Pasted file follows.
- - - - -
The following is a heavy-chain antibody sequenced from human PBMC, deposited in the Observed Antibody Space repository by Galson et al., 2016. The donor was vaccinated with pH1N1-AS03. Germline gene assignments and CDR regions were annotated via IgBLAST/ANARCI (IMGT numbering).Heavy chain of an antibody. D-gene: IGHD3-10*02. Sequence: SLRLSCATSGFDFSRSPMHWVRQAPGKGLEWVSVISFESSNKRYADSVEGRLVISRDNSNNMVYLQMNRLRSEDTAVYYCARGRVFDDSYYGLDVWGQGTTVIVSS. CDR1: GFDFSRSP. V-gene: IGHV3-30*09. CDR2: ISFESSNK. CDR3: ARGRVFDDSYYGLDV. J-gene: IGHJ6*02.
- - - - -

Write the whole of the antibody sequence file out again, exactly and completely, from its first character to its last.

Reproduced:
The following is a heavy-chain antibody sequenced from human PBMC, deposited in the Observed Antibody Space repository by Galson et al., 2016. The donor was vaccinated with pH1N1-AS03. Germline gene assignments and CDR regions were annotated via IgBLAST/ANARCI (IMGT numbering).Heavy chain of an antibody. D-gene: IGHD3-10*02. Sequence: SLRLSCATSGFDFSRSPMHWVRQAPGKGLEWVSVISFESSNKRYADSVEGRLVISRDNSNNMVYLQMNRLRSEDTAVYYCARGRVFDDSYYGLDVWGQGTTVIVSS. CDR1: GFDFSRSP. V-gene: IGHV3-30*09. CDR2: ISFESSNK. CDR3: ARGRVFDDSYYGLDV. J-gene: IGHJ6*02.